The third film also shown as a two-part miniseries was titled Witness to the Mob and released in May of 1998. This film is centered on the criminal rise of Gambino Crime family underboss Sammy "Sammy the Bull" Gravano, and details the rise and eventual betrayal of one of the highest ranking mafia members. Sammy Gravano is played by Nicholas Turturro, while Gotti is portrayed by Tom Sizemore and Castellano is portrayed by Abe Vigoda. Witness to the Mob relays this crime story from Gravano's perspective and highlights his entrance into the world of crime from becoming an associate to made member to capo to consigliere (advisor) to underboss to informant for the government. This film is very informative and reveals a more in depth story of Gravano's personal life, including his marriage to his wife Deborah, his friendships with fellow mafia members, the murder of his brother-in-law along with several business partners and associates. It must be noted that out of the four films highlighted in this review, it is the only story related directly from one of the criminals involved, Sammy Gravano. Turturro's performance as Sammy Gravano was convincing, though as actors go, he probably wouldn't have been my first choice to portray him.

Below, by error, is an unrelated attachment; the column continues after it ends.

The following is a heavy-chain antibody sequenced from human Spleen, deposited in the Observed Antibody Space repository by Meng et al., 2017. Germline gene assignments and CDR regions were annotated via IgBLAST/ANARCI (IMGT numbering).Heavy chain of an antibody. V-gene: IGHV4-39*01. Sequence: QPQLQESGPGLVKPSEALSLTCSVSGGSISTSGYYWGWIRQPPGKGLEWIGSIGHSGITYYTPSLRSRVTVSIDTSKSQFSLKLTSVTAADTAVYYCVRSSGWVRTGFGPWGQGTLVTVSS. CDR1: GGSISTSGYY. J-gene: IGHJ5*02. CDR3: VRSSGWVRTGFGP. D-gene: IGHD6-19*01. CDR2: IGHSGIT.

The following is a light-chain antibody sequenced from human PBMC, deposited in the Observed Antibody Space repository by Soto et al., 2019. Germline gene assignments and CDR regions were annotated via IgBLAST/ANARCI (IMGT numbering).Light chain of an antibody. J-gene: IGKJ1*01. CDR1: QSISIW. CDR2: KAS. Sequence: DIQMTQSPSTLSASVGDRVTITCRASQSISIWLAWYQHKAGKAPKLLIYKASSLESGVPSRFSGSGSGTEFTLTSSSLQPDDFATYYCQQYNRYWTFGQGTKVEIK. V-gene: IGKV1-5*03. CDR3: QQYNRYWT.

The fourth film, Boss of Bosses was released in 2001 by Turner Network Television (TNT). This film is told from the perspective of Gambino crime boss, Paul "Big Paul" Castellano, potrayed by Chazz Palminteri. It details his early entrance into the world of Cosa Nostra (mafia) through his cousin Carlo Gambino and ultimate rise to power as the "boss of bosses." Boss of Bosses, like Witness to the Mob goes into greater detail about the personal life of its main character and explores his initial meeting of his wife Nina and his promise to her to keep their sons out of the "family business" and his affair with his maid, Gloria Olarte. This film, though similar to the others in plot and story, details in-depth his relationship with Aniello "Mr. Neil" Dellacroce (played by Dayton Callie) and his conflict with up and coming mafia member John Gotti (played by Sonny Marinelli). Witness to the Mob shows a different side to the once boss of the Gambino family like none of the other films do. This film shows him not as a greedy dictator as in Gotti and Witness to the Mob, but more as a reluctant mafia member who took the reigns of leadership as part of his loyalty to his boss Carlo Gambino. Although Palminteri is an excellent actor, casting him as Paul Castellano was a stretch. As a movie viewer, particularly with films which portray actual historical figures, I prefer an actor who resembles the character he or she is portraying. Castellano was nicknamed "Big Paul" due to his height and physical size. Palminteri just wasn't convincing in this aspect, though he did a stellar job with his acting ability.